Broadway Financial Corporation (NASDAQ:BYFC) is currently trading at a trailing P/E of 14.2x, which is lower than the industry average of 22.6x. While BYFC might seem like an attractive stock to buy, it is important to understand the assumptions behind the P/E ratio before you make any investment decisions. Today, I will deconstruct the P/E ratio and highlight what you need to be careful of when using the P/E ratio. See our latest analysis for Broadway Financial
Breaking down the P/E ratio
P/E is a popular ratio used for relative valuation. It compares a stock’s price per share to the stock’s earnings per share. A more intuitive way of understanding the P/E ratio is to think of it as how much investors are paying for each dollar of the company’s earnings.
P/E Calculation for BYFC
Price-Earnings Ratio = Price per share ÷ Earnings per share
BYFC Price-Earnings Ratio = $2.33 ÷ $0.164 = 14.2x
The P/E ratio itself doesn’t tell you a lot; however, it becomes very insightful when you compare it with other similar companies. Our goal is to compare the stock’s P/E ratio to the average of companies that have similar attributes to BYFC, such as company lifetime and products sold. One way of gathering a peer group is to use firms in the same industry, which is what I’ll do. BYFC’s P/E of 14.2x is lower than its industry peers (22.6x), which implies that each dollar of BYFC’s earnings is being undervalued by investors. Therefore, according to this analysis, BYFC is an under-priced stock.
Assumptions to watch out for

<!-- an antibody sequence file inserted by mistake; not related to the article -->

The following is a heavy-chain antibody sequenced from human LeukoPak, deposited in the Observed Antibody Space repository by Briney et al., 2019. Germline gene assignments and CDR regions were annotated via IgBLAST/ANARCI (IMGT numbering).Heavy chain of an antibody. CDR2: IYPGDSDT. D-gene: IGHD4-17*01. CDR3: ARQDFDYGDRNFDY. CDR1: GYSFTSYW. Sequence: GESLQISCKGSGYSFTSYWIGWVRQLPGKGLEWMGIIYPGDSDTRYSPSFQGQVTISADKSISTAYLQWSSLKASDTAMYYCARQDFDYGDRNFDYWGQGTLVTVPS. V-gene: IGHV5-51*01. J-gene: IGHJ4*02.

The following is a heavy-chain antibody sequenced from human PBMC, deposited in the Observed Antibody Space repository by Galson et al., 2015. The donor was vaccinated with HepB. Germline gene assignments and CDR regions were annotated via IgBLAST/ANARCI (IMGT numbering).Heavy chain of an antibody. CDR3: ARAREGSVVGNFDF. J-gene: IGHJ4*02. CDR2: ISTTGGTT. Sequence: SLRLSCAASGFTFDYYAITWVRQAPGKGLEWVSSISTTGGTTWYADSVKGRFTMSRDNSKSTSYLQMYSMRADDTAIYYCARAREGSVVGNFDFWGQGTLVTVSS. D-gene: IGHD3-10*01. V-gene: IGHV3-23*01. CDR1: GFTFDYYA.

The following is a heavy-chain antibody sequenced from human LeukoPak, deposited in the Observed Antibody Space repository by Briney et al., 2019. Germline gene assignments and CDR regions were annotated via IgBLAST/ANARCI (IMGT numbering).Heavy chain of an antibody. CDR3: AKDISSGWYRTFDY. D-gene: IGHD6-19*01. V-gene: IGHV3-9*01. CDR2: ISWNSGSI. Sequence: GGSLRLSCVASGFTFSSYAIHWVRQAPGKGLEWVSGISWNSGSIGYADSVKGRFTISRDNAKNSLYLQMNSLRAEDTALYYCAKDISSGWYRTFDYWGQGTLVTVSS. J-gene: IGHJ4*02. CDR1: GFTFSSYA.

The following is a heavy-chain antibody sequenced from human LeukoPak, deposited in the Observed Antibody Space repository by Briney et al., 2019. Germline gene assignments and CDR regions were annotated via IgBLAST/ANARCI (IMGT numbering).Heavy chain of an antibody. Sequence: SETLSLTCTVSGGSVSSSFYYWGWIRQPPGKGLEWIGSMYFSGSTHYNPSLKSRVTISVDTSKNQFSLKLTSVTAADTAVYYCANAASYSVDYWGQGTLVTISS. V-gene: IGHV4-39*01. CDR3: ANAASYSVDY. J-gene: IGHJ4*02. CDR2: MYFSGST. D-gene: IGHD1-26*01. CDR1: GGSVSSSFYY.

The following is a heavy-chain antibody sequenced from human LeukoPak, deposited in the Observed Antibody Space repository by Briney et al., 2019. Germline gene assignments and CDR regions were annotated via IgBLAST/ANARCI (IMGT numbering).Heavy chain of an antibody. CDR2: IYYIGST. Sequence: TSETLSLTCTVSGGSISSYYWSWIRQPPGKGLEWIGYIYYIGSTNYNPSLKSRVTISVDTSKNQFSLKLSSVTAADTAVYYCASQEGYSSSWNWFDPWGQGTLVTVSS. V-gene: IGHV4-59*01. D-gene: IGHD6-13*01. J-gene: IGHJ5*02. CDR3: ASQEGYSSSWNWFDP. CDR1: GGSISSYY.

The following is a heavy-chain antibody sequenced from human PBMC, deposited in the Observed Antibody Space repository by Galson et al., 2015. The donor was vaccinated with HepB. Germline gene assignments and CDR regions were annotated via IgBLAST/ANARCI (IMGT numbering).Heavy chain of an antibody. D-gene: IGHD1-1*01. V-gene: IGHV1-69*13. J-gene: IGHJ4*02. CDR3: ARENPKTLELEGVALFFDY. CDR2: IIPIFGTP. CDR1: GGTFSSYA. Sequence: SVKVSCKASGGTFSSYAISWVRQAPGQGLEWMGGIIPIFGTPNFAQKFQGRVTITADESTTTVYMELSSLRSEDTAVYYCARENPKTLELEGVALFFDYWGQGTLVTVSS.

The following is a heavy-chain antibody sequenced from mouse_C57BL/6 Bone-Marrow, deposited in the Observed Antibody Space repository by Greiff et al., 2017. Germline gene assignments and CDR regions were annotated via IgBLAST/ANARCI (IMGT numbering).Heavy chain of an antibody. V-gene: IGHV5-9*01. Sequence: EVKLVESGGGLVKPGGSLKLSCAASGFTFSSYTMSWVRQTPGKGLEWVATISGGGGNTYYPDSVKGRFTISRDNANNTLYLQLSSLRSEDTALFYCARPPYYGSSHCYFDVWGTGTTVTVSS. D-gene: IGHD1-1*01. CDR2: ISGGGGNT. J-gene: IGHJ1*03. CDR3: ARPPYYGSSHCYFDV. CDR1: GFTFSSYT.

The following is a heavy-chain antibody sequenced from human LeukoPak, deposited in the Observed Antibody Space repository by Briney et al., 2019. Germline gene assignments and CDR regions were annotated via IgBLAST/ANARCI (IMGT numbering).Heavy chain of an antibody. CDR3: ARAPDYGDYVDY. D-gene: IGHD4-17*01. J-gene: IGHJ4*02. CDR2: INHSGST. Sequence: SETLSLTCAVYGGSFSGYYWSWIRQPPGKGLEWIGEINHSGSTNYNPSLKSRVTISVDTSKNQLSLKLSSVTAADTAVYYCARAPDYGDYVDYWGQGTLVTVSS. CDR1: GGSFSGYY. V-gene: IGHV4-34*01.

However, before you rush out to buy BYFC, it is important to note that this conclusion is based on two key assumptions. The first is that our “similar companies” are actually similar to BYFC, or else the difference in P/E might be a result of other factors. For example, if you compared higher growth firms with BYFC, then its P/E would naturally be lower since investors would reward its peers’ higher growth with a higher price. The second assumption that must hold true is that the stocks we are comparing BYFC to are fairly valued by the market. If this does not hold true, BYFC’s lower P/E ratio may be because firms in our peer group are overvalued by the market.
What this means for you:
Are you a shareholder? You may have already conducted fundamental analysis on the stock as a shareholder, so its current undervaluation could signal a good buying opportunity to increase your exposure to BYFC. Now that you understand the ins and outs of the PE metric, you should know to bear in mind its limitations before you make an investment decision.
Are you a potential investor? If you are considering investing in BYFC, basing your decision on the PE metric at one point in time is certainly not sufficient. I recommend you do additional analysis by looking at its intrinsic valuation and using other relative valuation ratios like PEG or EV/EBITDA.
PE is one aspect of your portfolio construction to consider when holding or entering into a stock. But it is certainly not the only factor. Take a look at our most recent infographic report on Broadway Financial for a more in-depth analysis of the stock to help you make a well-informed investment decision. Since we know a limitation of PE is it doesn’t properly account for growth, you can use our free platform to see my list of stocks with a high growth potential and see if their PE is still reasonable.
To help readers see pass the short term volatility of the financial market, we aim to bring you a long-term focused research analysis purely driven by fundamental data. Note that our analysis does not factor in the latest price sensitive company announcements.
The author is an independent contributor and at the time of publication had no position in the stocks mentioned.